Tourists were given a rare treat Sunday when Kyoto’s Nishi Honganji Temple, a UNESCO World Heritage site, opened its centuries-old Karamon gate for the first time in 34 years.
“This is my hometown but it is the first time for me to see the gate open. I feel happy to be able to walk through a time-honored gate,” 52-year-old civil servant Yasuo Onoki said.
The decorative gate, adorned with colorful carvings of birds, lions, tigers and peacocks, among other animals, is thought to have been built in the Momoyama Period (1573-1615) and is designated as a national treasure.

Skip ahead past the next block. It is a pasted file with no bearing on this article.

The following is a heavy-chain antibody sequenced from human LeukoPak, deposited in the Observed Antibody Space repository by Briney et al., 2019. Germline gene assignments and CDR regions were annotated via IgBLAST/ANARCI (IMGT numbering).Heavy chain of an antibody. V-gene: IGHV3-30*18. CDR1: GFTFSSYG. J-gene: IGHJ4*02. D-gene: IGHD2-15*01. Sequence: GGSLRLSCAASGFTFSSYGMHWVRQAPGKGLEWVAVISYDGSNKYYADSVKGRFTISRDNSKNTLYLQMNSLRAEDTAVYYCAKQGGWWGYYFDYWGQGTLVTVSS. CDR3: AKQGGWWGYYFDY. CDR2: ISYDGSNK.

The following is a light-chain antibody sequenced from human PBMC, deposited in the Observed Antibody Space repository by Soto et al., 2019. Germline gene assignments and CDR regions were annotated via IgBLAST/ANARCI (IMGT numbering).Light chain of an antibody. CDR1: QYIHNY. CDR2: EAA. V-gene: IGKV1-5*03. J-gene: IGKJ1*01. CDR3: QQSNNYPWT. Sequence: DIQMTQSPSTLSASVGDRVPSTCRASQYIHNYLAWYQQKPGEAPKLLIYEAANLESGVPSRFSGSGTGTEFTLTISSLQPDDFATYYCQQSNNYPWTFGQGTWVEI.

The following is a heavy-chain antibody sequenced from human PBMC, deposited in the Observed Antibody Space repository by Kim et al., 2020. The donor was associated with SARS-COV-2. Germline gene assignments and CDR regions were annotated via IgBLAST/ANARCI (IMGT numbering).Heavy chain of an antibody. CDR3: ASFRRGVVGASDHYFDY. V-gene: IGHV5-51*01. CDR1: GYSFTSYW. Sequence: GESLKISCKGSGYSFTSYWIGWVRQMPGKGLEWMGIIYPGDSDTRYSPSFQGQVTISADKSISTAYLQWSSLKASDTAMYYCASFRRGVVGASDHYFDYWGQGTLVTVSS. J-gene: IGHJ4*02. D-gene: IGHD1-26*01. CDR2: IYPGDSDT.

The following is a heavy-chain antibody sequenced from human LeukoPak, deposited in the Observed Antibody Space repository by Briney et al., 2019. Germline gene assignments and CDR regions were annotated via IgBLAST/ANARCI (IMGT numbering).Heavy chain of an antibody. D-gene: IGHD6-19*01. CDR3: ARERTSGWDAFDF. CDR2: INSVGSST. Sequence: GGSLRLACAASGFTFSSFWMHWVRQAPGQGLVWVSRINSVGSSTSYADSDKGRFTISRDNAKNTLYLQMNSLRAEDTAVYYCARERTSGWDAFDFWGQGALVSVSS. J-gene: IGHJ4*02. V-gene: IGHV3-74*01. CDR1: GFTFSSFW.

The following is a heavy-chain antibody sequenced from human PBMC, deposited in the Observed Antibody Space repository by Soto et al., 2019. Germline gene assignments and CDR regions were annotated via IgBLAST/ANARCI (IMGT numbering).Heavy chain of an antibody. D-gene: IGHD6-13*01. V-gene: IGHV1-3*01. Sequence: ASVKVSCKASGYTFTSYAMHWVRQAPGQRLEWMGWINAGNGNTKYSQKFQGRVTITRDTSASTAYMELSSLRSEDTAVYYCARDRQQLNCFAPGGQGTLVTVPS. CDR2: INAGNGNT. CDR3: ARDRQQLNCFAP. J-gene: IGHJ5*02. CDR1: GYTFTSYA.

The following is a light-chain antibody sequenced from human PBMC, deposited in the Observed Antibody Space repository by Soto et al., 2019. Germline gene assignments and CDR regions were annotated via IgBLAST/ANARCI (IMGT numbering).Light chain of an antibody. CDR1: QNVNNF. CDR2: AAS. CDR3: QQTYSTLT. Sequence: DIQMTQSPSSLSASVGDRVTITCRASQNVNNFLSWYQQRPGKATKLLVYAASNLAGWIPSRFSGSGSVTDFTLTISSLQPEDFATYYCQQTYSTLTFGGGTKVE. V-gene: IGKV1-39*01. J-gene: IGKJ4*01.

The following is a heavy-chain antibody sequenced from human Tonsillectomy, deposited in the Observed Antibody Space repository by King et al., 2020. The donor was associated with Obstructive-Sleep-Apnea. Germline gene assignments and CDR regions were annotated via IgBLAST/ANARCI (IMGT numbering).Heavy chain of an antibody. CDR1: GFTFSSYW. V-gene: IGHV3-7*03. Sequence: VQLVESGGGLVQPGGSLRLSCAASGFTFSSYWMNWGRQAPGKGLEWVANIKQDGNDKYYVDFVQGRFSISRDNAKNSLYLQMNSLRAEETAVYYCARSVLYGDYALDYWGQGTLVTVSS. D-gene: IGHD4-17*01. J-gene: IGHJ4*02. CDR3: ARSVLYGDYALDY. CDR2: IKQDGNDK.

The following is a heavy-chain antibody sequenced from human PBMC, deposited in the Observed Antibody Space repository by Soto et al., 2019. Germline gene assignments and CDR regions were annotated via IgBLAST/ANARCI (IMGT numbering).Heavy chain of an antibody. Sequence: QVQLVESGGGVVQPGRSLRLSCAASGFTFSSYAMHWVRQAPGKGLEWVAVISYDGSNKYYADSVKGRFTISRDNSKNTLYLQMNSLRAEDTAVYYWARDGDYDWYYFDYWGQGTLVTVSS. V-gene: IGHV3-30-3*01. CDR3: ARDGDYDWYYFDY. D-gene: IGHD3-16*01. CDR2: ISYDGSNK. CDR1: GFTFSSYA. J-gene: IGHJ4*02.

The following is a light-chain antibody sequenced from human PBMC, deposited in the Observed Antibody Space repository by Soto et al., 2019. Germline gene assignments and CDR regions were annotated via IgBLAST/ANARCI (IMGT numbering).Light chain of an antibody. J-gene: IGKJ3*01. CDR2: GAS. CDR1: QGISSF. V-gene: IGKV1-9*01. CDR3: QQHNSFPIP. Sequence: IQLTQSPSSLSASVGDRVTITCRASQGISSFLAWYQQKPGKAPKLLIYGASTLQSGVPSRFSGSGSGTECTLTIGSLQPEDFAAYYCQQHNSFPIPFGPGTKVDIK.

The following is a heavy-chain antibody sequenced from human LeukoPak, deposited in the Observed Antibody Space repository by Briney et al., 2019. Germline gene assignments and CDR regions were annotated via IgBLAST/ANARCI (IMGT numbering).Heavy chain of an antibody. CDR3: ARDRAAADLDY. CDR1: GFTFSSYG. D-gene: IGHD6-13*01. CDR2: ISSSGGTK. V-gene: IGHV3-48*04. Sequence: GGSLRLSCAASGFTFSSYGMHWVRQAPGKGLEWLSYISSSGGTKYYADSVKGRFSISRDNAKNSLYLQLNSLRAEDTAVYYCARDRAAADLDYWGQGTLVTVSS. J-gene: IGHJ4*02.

The temple, which belongs to the Jodo Shinshu school of Buddhism, decided to let visitors to walk through it to mark the birthday of Shinran, its founder, who was born in 1173.
According to the temple, the 8.7-meter-high, 5.4-meter-wide gate was last opened in 1983 during a rite related to Shinran.
A group of priests and other temple officials walked through the gate at around 9 a.m., followed by a crowd of tourists. The special one-day event precedes a renovation project set to begin in June 2018.